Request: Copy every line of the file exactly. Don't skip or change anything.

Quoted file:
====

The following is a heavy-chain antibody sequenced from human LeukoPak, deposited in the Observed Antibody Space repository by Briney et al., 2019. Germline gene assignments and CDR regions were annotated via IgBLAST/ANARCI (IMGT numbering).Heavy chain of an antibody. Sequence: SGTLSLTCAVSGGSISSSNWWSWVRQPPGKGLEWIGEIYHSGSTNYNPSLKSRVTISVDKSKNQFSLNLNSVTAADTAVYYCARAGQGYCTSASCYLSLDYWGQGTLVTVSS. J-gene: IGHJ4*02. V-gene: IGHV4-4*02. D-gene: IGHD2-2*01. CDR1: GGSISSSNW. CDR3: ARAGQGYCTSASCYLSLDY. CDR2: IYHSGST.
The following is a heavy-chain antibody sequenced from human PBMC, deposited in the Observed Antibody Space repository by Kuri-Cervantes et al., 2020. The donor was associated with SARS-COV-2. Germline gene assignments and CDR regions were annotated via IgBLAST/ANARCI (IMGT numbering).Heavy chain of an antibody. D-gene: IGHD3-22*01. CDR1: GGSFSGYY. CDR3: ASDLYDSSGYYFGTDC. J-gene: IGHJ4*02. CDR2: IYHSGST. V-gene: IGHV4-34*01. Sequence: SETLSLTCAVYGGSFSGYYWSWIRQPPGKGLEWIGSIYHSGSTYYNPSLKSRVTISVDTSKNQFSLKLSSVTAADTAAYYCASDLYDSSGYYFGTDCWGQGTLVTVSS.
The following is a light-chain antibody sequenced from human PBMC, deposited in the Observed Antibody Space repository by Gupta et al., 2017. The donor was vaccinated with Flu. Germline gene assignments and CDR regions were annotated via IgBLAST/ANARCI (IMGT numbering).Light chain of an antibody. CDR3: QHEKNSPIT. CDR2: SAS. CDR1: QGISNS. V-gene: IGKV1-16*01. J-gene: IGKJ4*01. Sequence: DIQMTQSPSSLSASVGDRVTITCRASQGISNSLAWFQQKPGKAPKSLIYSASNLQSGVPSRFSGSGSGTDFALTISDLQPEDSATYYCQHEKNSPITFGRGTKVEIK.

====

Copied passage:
The following is a heavy-chain antibody sequenced from human LeukoPak, deposited in the Observed Antibody Space repository by Briney et al., 2019. Germline gene assignments and CDR regions were annotated via IgBLAST/ANARCI (IMGT numbering).Heavy chain of an antibody. Sequence: SGTLSLTCAVSGGSISSSNWWSWVRQPPGKGLEWIGEIYHSGSTNYNPSLKSRVTISVDKSKNQFSLNLNSVTAADTAVYYCARAGQGYCTSASCYLSLDYWGQGTLVTVSS. J-gene: IGHJ4*02. V-gene: IGHV4-4*02. D-gene: IGHD2-2*01. CDR1: GGSISSSNW. CDR3: ARAGQGYCTSASCYLSLDY. CDR2: IYHSGST.
The following is a heavy-chain antibody sequenced from human PBMC, deposited in the Observed Antibody Space repository by Kuri-Cervantes et al., 2020. The donor was associated with SARS-COV-2. Germline gene assignments and CDR regions were annotated via IgBLAST/ANARCI (IMGT numbering).Heavy chain of an antibody. D-gene: IGHD3-22*01. CDR1: GGSFSGYY. CDR3: ASDLYDSSGYYFGTDC. J-gene: IGHJ4*02. CDR2: IYHSGST. V-gene: IGHV4-34*01. Sequence: SETLSLTCAVYGGSFSGYYWSWIRQPPGKGLEWIGSIYHSGSTYYNPSLKSRVTISVDTSKNQFSLKLSSVTAADTAAYYCASDLYDSSGYYFGTDCWGQGTLVTVSS.
The following is a light-chain antibody sequenced from human PBMC, deposited in the Observed Antibody Space repository by Gupta et al., 2017. The donor was vaccinated with Flu. Germline gene assignments and CDR regions were annotated via IgBLAST/ANARCI (IMGT numbering).Light chain of an antibody. CDR3: QHEKNSPIT. CDR2: SAS. CDR1: QGISNS. V-gene: IGKV1-16*01. J-gene: IGKJ4*01. Sequence: DIQMTQSPSSLSASVGDRVTITCRASQGISNSLAWFQQKPGKAPKSLIYSASNLQSGVPSRFSGSGSGTDFALTISDLQPEDSATYYCQHEKNSPITFGRGTKVEIK.